October on the Farm, 2020.

Autumn in the Sulgrave countryside

Richard Fonge writes:

We are now halfway through Autumn with the leaves just starting to show their different colours. The winter season doesn’t start till December arrives, so please ignore all those in the media especially, who seem to think otherwise. At this present time we need more stories that are uplifting and not a surfeit of doom and gloom. I think it’s significant that we have on our screens so many programmes relating to the countryside, because in general the bucolic scenes they depict show a way of life that we all find relaxing to watch.

The squirrels are busy gathering nuts to hideaway for the winter, but the albino squirrels seen down Manor Road and the area behind have not been seen of late.

The planting of winter cereals is well advanced, but some fields such as those up the concrete road look as if the new crop has germinated. In fact, what has happened is that the previous crop shed some of its corn when combined. It was delayed in harvesting by bad weather, so when harvested a lot of corn fell to the ground when cut. Those seeds have now germinated after the ground was cultivated. In time past the housewives of the village and their children would have gleaned the fields. To glean was to clear the field of any ears of grain left lying on the ground and to use them, depending on type, to feed the family or the chickens or the pig, both of which were so vital to the well being of the home. It can’t be stressed enough how important the allotment, the hens and especially the pig were to villagers’ well being. That was why the church and chapel harvest festival services were so important. When you live off the land, your appreciation of it and the vagaries of the seasons have a much greater significance.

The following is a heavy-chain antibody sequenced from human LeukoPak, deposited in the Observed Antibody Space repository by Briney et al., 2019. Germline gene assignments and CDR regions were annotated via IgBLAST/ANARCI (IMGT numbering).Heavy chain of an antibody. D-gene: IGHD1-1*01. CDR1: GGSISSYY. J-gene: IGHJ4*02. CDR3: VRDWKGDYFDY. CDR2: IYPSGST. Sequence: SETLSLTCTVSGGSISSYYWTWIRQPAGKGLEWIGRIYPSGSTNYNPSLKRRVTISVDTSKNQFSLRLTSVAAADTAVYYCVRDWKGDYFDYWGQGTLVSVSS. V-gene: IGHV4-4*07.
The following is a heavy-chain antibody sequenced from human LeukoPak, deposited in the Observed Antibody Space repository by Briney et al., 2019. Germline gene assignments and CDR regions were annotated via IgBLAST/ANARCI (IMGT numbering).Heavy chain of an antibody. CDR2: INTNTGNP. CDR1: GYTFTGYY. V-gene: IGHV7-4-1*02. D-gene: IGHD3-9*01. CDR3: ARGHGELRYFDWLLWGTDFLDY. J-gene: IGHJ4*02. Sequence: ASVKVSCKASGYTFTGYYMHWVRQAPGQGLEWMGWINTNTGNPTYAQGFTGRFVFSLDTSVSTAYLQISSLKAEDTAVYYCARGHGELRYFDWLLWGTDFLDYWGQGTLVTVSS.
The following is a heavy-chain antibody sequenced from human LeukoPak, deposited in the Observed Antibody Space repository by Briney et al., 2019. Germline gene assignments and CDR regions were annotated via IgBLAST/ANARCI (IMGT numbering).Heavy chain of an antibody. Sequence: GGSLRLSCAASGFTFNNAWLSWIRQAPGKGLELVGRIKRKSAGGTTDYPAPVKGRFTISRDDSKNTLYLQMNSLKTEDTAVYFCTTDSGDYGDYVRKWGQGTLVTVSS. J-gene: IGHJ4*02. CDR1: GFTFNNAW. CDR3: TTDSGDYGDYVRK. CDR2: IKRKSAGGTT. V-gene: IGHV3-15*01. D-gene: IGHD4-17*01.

We have around Sulgrave a great variety of hedges, the Saxon double hedge that defines the boundary between Sulgrave and Stuchbury, newer hedges that have been laid and grown again to form stock proof hedges and wildlife corridors, and those that are trimmed mechanically each year, and these too harbour so much wildlife and fruits. There are two good examples of skilled mechanical hedge trimming. The hedge on the left of the Magpie Road and those on the way to Hemdon past Stuchbury. Hedges were planted as a result of the Enclosure Act of 1773 and are a unique feature of the British countryside. Before the act, all land was common. Once enclosed by hedges, stone walls, ditches etc it came into private ownership and the English country scene of today was born.

Lark Rise  to Candleford by Flora Thompson is a wonderful account of rural life in the late nineteenth century. Lark Rise is the village of Juniper, south of Brackley and Candleford is Cottisford, it is thought.

Richard Fonge



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